New Cases Discuss Apportionment Of Disability

Two new appellate cases in the January 1996 CCC’s discuss the issue of apportionment and some related issues and provide a good review and some clarification. Both cases are non-published in the official reports but still make for good argument.

In the Aanenson case, the neurologist reporting for applicant gave a specific work restriction. In an additional letter to the attorney he gave an additional prophylactic restriction but indicated that this should not increase the overall disability. The additional restriction was not rated. The court indicated it was wrong not to rate this even if the doctor did not mean for it to be rated.  It was there, so it had to be rated. The case also dealt with a psychiatric issue.  Defendant’s are liable for an industrial injury mat is accelerated, aggravated or “lit up” a preexisting condition. Here there was preexisting non industrial Bell’s Palsy. The psychiatric doctor did not explicitly state that the applicant’s apportioned disability was caused by me natural progression of a preexisting, nonindustrial condition.  However, the doctor did prepare two forms indicating the applicant’s projected level of disability if she had not suffered die industrial injury and the other form indicating the impairment in the presence of the industrial injury. The court indicated this was sufficient under 4663 because the report contained many references to the factors the doctor was considering in apportioning disability.

The court also indicated that the stress of rehabilitation could “light up” the previous injury. Defendants would be liable for all expenses treating that injury and treatment could not be apportioned.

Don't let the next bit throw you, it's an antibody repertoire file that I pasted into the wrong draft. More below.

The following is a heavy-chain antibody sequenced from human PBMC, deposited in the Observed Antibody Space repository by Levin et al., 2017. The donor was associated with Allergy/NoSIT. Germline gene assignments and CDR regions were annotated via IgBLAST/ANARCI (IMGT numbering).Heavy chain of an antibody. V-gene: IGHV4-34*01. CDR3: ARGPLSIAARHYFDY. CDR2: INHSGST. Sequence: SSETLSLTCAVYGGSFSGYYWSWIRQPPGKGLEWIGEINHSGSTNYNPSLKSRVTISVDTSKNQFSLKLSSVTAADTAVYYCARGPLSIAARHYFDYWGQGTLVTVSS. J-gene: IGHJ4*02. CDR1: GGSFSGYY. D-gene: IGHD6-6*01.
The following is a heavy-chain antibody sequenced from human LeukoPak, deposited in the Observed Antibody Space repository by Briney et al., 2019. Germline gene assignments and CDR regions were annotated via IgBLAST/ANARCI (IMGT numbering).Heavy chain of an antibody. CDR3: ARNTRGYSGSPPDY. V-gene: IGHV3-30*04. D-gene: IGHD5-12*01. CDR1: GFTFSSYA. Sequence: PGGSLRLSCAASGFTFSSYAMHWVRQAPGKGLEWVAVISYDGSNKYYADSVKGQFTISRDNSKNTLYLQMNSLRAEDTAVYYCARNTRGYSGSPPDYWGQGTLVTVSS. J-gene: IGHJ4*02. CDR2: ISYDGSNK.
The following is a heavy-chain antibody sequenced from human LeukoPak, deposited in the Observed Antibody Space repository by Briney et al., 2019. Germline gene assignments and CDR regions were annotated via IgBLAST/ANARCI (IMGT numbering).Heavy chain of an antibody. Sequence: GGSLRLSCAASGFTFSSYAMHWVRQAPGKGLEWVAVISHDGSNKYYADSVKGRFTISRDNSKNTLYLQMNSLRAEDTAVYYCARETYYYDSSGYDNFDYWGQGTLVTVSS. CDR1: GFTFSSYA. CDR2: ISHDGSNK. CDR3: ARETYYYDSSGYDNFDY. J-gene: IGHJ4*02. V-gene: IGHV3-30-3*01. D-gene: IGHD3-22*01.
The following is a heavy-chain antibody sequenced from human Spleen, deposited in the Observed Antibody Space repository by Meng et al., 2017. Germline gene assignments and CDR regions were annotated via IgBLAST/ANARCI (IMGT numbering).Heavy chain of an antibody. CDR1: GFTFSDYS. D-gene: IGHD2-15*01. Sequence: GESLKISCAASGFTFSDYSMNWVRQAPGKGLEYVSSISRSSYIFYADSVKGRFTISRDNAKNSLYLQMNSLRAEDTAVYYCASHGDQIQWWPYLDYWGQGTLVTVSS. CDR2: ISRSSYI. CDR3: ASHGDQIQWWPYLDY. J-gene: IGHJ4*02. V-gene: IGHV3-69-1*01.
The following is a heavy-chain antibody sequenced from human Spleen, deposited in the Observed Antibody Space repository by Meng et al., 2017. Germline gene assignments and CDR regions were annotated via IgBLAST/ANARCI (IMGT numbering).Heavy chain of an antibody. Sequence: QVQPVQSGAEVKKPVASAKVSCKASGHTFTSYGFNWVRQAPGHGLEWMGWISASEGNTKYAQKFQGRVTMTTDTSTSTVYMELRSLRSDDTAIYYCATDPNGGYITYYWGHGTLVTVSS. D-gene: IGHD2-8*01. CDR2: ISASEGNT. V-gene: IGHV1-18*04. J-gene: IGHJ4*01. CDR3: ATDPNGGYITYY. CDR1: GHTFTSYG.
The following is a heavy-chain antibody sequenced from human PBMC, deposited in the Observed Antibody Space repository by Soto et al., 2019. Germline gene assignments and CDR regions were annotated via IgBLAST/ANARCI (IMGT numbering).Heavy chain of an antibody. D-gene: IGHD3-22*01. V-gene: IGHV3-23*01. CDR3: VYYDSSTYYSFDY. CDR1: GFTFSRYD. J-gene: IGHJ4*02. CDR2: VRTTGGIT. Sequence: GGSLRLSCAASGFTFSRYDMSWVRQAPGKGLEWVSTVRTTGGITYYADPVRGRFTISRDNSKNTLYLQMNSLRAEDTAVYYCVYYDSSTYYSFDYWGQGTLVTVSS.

In the Kempe case the applicant had a 1988 back injury in which they stipulated to 10-¾%. In 1992 the applicant had neck injury in which the AME indicate that the overall disability for both injuries was 36-1/2 percent. The judge recalculated the first injury based on the applicant’s age and occupation immediately preceding me 1992 injury at 12 %. The judge men subtracted 12 from 36-1/2.

The court indicated that where successive industrial injuries result in disabilities which become P & S at different times and overlap you determine die combined disability and then subtract the percentage of disability due to die prior injury. In this case that would be 10-3/4. Here there was no claim of rehabilitation between injuries as in the Robinson case. Here die neck condition had not unproved at die time of the subsequent back injury. So the court determined that apportionment was valid under Labor Code section 4750 because the applicant’s preexisting neck disability raised the existence of overlap.

Case: Aanenson V. W.C.A.B. and Kempe V. W.C.A.B.

Harvey Brown
3501 Jamboree Rd. Suite 602
Newport Beach, CA 92660

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